Are we really in it for the right reasons?

Educators
Are we really all in it for the same reasons? I recently attended ISTE in Denver, Colorado. It was an amazing learning experience and best of all I got to meet up with all my Twitter buddies. As I walked around the conference center and attended nightly events one question continued to repeat in my head: Are we all in it for the kids?

I learned quickly from observing and talking with “educators” that the answer to my question was no. Not just a regular no, but an astounding NO, an H-E-Double Hockey Sticks NO! I immediately begin to question everything I thought to be true about the great blogs, book, and tweets I have read. It could not have been more blatant that there are “educators” out there completely for profit and publicity.

I began to think about Twitter followers, which mind you does not mean much to me. I love to follow people because I want to learn from them. I am honored when people follow me to learn from and collaborate with me. I have never been conscious of the number of followers I have. I really wasn’t aware it was something to be conscious about. Then my whole little naive world that all educators were in it for the kids became ever so apparent when I heard someone say “I have 135,000 Twitter followers.”

Let me break it down for you all who care so much about the number of followers you have. This individual who has 135,000 followers is only “impacting” 3% of the entire USA teacher population. I repeat 3%!!! National Center for Education Statistics projects there are 3.5 million teachers in the United States. I know Twitter is a Global community, so truly the percentage of educators you are impacting with 135,000 followers is much smaller than 3%.

I give you the data to simply ask what are we all in this (education) for? Are we in it for recognition and profit or are we truly in it for our kids and the future of our world? It is very sad how many educators walked around ISTE as if they were celebrities. Wake up people! You are in education, this is ISTE, not Hollywood! Some “educators” too good to talk to people who gave them their “Educleb” status by following them on Twitter. Others there to sell the latest copy of their book and to make a profit. Then there were real educators, the people who are trying to transform education by pouring out their heart into the classroom and their schools. Those are the people I want to know.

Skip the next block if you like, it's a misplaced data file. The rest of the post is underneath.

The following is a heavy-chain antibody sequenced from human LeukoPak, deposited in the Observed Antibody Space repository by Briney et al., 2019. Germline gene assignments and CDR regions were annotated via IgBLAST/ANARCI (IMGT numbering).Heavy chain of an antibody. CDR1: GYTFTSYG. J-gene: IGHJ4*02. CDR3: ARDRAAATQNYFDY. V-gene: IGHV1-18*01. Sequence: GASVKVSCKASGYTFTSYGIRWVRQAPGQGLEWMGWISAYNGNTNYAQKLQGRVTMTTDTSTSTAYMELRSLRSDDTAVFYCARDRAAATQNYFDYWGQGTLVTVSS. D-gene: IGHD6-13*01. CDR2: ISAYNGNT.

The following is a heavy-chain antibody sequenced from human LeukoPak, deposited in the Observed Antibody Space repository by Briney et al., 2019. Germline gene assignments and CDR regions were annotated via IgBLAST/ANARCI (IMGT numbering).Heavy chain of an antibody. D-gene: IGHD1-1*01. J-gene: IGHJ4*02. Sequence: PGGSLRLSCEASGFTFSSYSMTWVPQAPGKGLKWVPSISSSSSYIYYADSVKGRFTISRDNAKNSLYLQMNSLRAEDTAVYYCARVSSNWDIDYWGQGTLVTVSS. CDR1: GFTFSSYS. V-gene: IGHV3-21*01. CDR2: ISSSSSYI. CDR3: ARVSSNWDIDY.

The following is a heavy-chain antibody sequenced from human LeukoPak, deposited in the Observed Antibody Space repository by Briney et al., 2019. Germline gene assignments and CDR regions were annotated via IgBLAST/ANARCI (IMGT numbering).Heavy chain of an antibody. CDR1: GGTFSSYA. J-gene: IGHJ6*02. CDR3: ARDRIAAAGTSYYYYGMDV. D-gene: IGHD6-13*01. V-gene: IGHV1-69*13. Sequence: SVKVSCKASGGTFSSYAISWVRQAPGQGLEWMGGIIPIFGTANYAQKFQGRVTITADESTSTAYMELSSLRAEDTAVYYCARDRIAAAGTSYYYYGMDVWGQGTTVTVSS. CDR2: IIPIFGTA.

These real educators are practicing what they preach on a daily basis. Through blood, sweat, and tears these people are doing everything the can for the kids! They are the people you see on Twitter sharing what they’re doing, asking for feedback, and improving their craft for their students. They are not the people who are sharing things and then in the next tweet saying they don’t believe in the exact same thing they just shared. These people are not out for money, even though it’s appreciated for their hard work, theses people are true educators.

I had the experience of hanging out with Doug Robertson who wrote He’s The Weird Teacher and The Teaching Text. Not once did he mention his books to people as they came up to talk to him. Not once did he check to see if they were following on Twitter. Instead, he got to know people, he collaborated with them on ideas to implement in his and their own classrooms next year, he shared stories about his kids, and best of all he listened to those who wanted to get to know him.

I write all this not to break your heart that everything you ever thought about our colleagues in education is not true, but to make you aware of the people who are doing this for all the right reasons. Please reflect on why you are an educator, why you are on social media, and why you love what you do. If you answer is make money, gain recognition, exploit your students or yourself for profit, or to share things you don’t believe in please unfollow me and let me know to unfollow you. Also, it would be great if you do answer yes to any of those questions if you just resigned from education because our kids do not need you as a role model.

    Doug Timm says:
    July 6, 2016 Reply

    I could not agree more with you. I always ask, what are you doing? What can you show me that works with students? And I want to ask for references of people they work with to see if their non-connected educator friends have an opinion of them.

    Doug says:
    July 6, 2016 Reply

    This is great and I’m so very flattered you called me out like that. I feel like I should mention I brought a few copies of my first book and sold them all, but that was never the goal of an interaction. Meeting people and hallway conversations are the best part. That’s what I bring back to my classroom.

    Michelle Carlson says:
    July 6, 2016 Reply

    I loved the honesty and candor of this post! 🙂 The work of educating kids and all of the pieces and parts it takes to support that work is, in my opinion, one of the most challenging and honorable jobs one can pursue. I am grateful that I get to work in education in ways that allow me to support the amazing people who do it everyday. Although I am not a classroom teacher, I spend the majority of my time in classrooms supporting teachers and I have a huge amount of love and respect for those who are there because it is their calling.

    In the interest of full disclosure, I am one of those folks who works on my own to support education in my community and beyond, but I don’t do it for the money either. I do it because I believe in this work and it’s my calling to support it. 🙂

    Many thanks to you and all of those out there who do the hard work of building bright futures for kids!

Leave a Comment

Your email address will not be published.